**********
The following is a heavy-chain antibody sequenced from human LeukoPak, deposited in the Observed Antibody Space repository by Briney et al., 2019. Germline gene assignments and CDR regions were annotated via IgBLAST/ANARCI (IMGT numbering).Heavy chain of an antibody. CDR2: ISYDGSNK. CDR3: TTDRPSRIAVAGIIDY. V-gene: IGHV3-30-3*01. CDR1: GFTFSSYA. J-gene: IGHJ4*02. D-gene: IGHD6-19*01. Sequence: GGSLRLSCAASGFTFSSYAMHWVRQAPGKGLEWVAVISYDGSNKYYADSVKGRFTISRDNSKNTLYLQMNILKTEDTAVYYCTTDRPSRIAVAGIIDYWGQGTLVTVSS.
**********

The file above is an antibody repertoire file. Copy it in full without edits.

The following is a heavy-chain antibody sequenced from human LeukoPak, deposited in the Observed Antibody Space repository by Briney et al., 2019. Germline gene assignments and CDR regions were annotated via IgBLAST/ANARCI (IMGT numbering).Heavy chain of an antibody. CDR2: ISYDGSNK. CDR3: TTDRPSRIAVAGIIDY. V-gene: IGHV3-30-3*01. CDR1: GFTFSSYA. J-gene: IGHJ4*02. D-gene: IGHD6-19*01. Sequence: GGSLRLSCAASGFTFSSYAMHWVRQAPGKGLEWVAVISYDGSNKYYADSVKGRFTISRDNSKNTLYLQMNILKTEDTAVYYCTTDRPSRIAVAGIIDYWGQGTLVTVSS.